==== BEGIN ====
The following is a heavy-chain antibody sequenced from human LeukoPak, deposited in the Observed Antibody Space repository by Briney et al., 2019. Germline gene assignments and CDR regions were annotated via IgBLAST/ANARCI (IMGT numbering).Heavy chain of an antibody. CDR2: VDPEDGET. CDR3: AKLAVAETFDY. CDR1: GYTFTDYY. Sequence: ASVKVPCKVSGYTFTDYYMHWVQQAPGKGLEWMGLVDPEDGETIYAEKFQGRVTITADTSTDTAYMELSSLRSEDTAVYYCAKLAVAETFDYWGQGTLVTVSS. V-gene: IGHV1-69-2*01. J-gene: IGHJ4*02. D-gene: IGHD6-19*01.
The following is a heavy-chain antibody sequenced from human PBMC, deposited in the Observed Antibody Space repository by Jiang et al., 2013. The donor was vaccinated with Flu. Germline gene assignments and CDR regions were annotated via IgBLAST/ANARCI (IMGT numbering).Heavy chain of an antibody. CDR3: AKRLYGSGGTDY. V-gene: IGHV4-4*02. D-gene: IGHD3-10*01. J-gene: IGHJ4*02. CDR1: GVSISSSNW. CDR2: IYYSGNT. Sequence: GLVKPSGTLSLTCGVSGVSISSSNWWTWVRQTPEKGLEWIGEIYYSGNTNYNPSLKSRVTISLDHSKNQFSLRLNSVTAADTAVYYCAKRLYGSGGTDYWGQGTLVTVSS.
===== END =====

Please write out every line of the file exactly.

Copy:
The following is a heavy-chain antibody sequenced from human LeukoPak, deposited in the Observed Antibody Space repository by Briney et al., 2019. Germline gene assignments and CDR regions were annotated via IgBLAST/ANARCI (IMGT numbering).Heavy chain of an antibody. CDR2: VDPEDGET. CDR3: AKLAVAETFDY. CDR1: GYTFTDYY. Sequence: ASVKVPCKVSGYTFTDYYMHWVQQAPGKGLEWMGLVDPEDGETIYAEKFQGRVTITADTSTDTAYMELSSLRSEDTAVYYCAKLAVAETFDYWGQGTLVTVSS. V-gene: IGHV1-69-2*01. J-gene: IGHJ4*02. D-gene: IGHD6-19*01.
The following is a heavy-chain antibody sequenced from human PBMC, deposited in the Observed Antibody Space repository by Jiang et al., 2013. The donor was vaccinated with Flu. Germline gene assignments and CDR regions were annotated via IgBLAST/ANARCI (IMGT numbering).Heavy chain of an antibody. CDR3: AKRLYGSGGTDY. V-gene: IGHV4-4*02. D-gene: IGHD3-10*01. J-gene: IGHJ4*02. CDR1: GVSISSSNW. CDR2: IYYSGNT. Sequence: GLVKPSGTLSLTCGVSGVSISSSNWWTWVRQTPEKGLEWIGEIYYSGNTNYNPSLKSRVTISLDHSKNQFSLRLNSVTAADTAVYYCAKRLYGSGGTDYWGQGTLVTVSS.